Title: Epiandrosterone
CAS Registry Number: 481-29-8
CAS Name: (3b,5a)-3-Hydroxyandrostan-17-one
Additional Names: 3b-hydroxy-17-androstanone; isoandrosterone; 3b-androstanol-17-one; 3b-hydroxyetioallocholan-17-one
Molecular Formula: C19H30O2
Molecular Weight: 290.44
Percent Composition: C 78.57%, H 10.41%, O 11.02%
Literature References: Present in normal human urine as a minor constituent, it is a less active androgen than androsterone. Synthesis: Cardwell et al., J. Chem. Soc. 1953, 361; Johnson et al., J. Am. Chem. Soc. 75, 2275 (1953); Johnson et al., ibid. 78, 6331 (1956). Review: R. I. Dorfman, R. A. Shipley, Androgens (Wiley, New York, 1956).
Derivative Type: dl-Form
Properties: Crystals, mp 161-162°. Gives off a musk-like odor when hot.
Melting point: mp 161-162°
Derivative Type: d-Form
Properties: Crystals from ethyl acetate + petr ether, mp 174.5°. [a]D20 +88° (in methanol). Precipitated by digitonin. Practically insol in water. Soluble in organic solvents.
Melting point: mp 174.5°
Optical Rotation: [a]D20 +88° (in methanol)
Derivative Type: Acetate
Molecular Formula: C21H32O3
Molecular Weight: 332.48
Percent Composition: C 75.86%, H 9.70%, O 14.44%
Properties: Stout prisms, mp 103-104°. [a]D18 +68.5° (chloroform).
Melting point: mp 103-104°
Optical Rotation: [a]D18 +68.5° (chloroform)
Derivative Type: Benzoate
Molecular Formula: C26H34O3
Molecular Weight: 394.55
Percent Composition: C 79.15%, H 8.69%, O 12.17%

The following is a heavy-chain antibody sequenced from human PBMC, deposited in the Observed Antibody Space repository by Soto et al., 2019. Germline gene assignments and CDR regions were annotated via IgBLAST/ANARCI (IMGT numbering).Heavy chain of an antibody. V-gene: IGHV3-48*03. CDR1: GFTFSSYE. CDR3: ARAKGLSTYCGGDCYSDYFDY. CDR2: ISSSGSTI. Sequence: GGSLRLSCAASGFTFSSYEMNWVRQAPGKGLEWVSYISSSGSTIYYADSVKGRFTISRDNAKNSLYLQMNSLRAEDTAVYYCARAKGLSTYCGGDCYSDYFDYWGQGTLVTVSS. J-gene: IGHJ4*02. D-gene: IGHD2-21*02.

Properties: Crystals, mp 210-212°.
Melting point: mp 210-212°
Epichlorohydrin Epicholestanol Epicholesterol Epicillin Epimedii Herba

Systematic (IUPAC) name
Clinical data
Legal status  ?
CAS number 481-29-8
ATC code None
PubChem CID 441302
ChemSpider 390065 YesY
UNII 8TR252Z538 YesY
ChEBI CHEBI:541975 YesY
Chemical data
Formula C19H30O2 
Mol. mass 290.440 g/mol
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Epiandrosterone, or 3β-androsterone, also known as 3β-hydroxy-5α-androstan-17-one or 5α-androstan-3β-ol-17-one, is a steroid hormone with weak androgenic activity. It is a natural metabolite of dehydroepiandrosterone (DHEA) via the 5α-reductase enzyme. It was first isolated in 1931, by Adolf Friedrich Johann Butenandt and Kurt Tscherning. They distilled over 17,000 litres of male urine, from which they got 50 milligrams of crystalline androsterone (most likely mixed isomers), which was sufficient to find that the chemical formula was very similar to estrone.

Epiandrosterone has been shown to naturally occur in most mammals including pigs.[1]

Epiandrosterone is naturally produced by the enzyme 5α-reductase from the adrenal hormone DHEA.[2][3][4][5][verification needed] Epiandrosterone can also be converted from the natural steroids androstanediol via 17β-hydroxysteroid dehydrogenase or from androstanedione via 3β-hydroxysteroid dehydrogenase.[citation needed]